Finally got to look at this a couple of days ago. I stripped the master cylinder and flushed it with meths to get it all clean. The cylinder itself had a small circular scratch about half way down. I ran a pencil over it to guage the precise depth, and it would have sat exactly where the metal head of the piston would lie. Since the seal sits just a little further in than that I thought it would probably be OK.

I used the set of seals bought from from John Saab. I had a couple of puzzles:
1) Haynes says that there should be a convex/concave washer, but the replacement was flat. I couldnt see why it needed to be shaped anyway, so I just used the flat one.
2) the flared end of the bottom seal on mine was pointing down towards the open end of the cylinder. I didnt think that was right, and Haynes was no help, so I put the replacement with the flared end pointing up towards the closed end of the cylinder.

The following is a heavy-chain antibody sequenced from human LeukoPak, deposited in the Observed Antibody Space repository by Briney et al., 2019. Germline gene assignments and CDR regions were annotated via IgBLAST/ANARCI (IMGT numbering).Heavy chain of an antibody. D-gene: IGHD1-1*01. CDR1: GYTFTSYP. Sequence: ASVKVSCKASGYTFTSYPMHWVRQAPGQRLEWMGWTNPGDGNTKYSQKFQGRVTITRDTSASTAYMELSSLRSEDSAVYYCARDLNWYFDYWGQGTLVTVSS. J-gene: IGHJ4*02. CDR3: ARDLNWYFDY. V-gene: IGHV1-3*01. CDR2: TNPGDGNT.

Got it all back together OK, bleeding was easy with the Easybleed, snd it seems to work. The slave cylinder operates after very little free movement of the pedal, and the bite is safely clear of the floor.

I didnt do the slave, but I have the seals ready and might try that if nothing more pressing goes wrong and I have some time on my hands!

Meant to say, I checked the hydraulic cable by holding it tight while someone pumped the pedal for me- there was no bulging.

Thanks all for the advice,

joe.
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RhysN